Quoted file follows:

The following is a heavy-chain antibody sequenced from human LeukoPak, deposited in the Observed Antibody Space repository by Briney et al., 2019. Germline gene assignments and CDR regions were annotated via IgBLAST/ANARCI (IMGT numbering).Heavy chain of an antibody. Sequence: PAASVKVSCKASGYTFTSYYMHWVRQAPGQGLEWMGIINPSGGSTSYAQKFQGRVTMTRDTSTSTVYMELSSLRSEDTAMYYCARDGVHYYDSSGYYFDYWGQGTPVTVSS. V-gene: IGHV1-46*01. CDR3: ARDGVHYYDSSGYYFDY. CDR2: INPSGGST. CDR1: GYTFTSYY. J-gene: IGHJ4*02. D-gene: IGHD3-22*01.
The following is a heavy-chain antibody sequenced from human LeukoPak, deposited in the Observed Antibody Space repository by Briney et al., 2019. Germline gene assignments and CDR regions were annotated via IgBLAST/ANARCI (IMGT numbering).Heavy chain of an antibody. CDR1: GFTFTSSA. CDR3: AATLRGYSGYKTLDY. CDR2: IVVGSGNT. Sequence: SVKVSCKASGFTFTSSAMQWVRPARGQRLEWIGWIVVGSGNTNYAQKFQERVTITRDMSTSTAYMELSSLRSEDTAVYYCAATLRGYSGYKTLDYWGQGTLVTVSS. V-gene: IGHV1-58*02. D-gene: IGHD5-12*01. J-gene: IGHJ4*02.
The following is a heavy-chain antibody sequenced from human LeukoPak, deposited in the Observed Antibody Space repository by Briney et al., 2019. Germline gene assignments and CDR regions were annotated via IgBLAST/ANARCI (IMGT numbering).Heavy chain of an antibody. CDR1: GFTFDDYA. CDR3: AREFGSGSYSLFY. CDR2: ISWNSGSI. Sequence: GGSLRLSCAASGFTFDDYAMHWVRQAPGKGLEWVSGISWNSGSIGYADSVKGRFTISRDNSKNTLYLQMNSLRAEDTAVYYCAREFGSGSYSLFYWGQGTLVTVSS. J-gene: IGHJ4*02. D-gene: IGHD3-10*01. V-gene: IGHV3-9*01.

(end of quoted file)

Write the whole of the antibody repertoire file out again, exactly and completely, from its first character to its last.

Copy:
The following is a heavy-chain antibody sequenced from human LeukoPak, deposited in the Observed Antibody Space repository by Briney et al., 2019. Germline gene assignments and CDR regions were annotated via IgBLAST/ANARCI (IMGT numbering).Heavy chain of an antibody. Sequence: PAASVKVSCKASGYTFTSYYMHWVRQAPGQGLEWMGIINPSGGSTSYAQKFQGRVTMTRDTSTSTVYMELSSLRSEDTAMYYCARDGVHYYDSSGYYFDYWGQGTPVTVSS. V-gene: IGHV1-46*01. CDR3: ARDGVHYYDSSGYYFDY. CDR2: INPSGGST. CDR1: GYTFTSYY. J-gene: IGHJ4*02. D-gene: IGHD3-22*01.
The following is a heavy-chain antibody sequenced from human LeukoPak, deposited in the Observed Antibody Space repository by Briney et al., 2019. Germline gene assignments and CDR regions were annotated via IgBLAST/ANARCI (IMGT numbering).Heavy chain of an antibody. CDR1: GFTFTSSA. CDR3: AATLRGYSGYKTLDY. CDR2: IVVGSGNT. Sequence: SVKVSCKASGFTFTSSAMQWVRPARGQRLEWIGWIVVGSGNTNYAQKFQERVTITRDMSTSTAYMELSSLRSEDTAVYYCAATLRGYSGYKTLDYWGQGTLVTVSS. V-gene: IGHV1-58*02. D-gene: IGHD5-12*01. J-gene: IGHJ4*02.
The following is a heavy-chain antibody sequenced from human LeukoPak, deposited in the Observed Antibody Space repository by Briney et al., 2019. Germline gene assignments and CDR regions were annotated via IgBLAST/ANARCI (IMGT numbering).Heavy chain of an antibody. CDR1: GFTFDDYA. CDR3: AREFGSGSYSLFY. CDR2: ISWNSGSI. Sequence: GGSLRLSCAASGFTFDDYAMHWVRQAPGKGLEWVSGISWNSGSIGYADSVKGRFTISRDNSKNTLYLQMNSLRAEDTAVYYCAREFGSGSYSLFYWGQGTLVTVSS. J-gene: IGHJ4*02. D-gene: IGHD3-10*01. V-gene: IGHV3-9*01.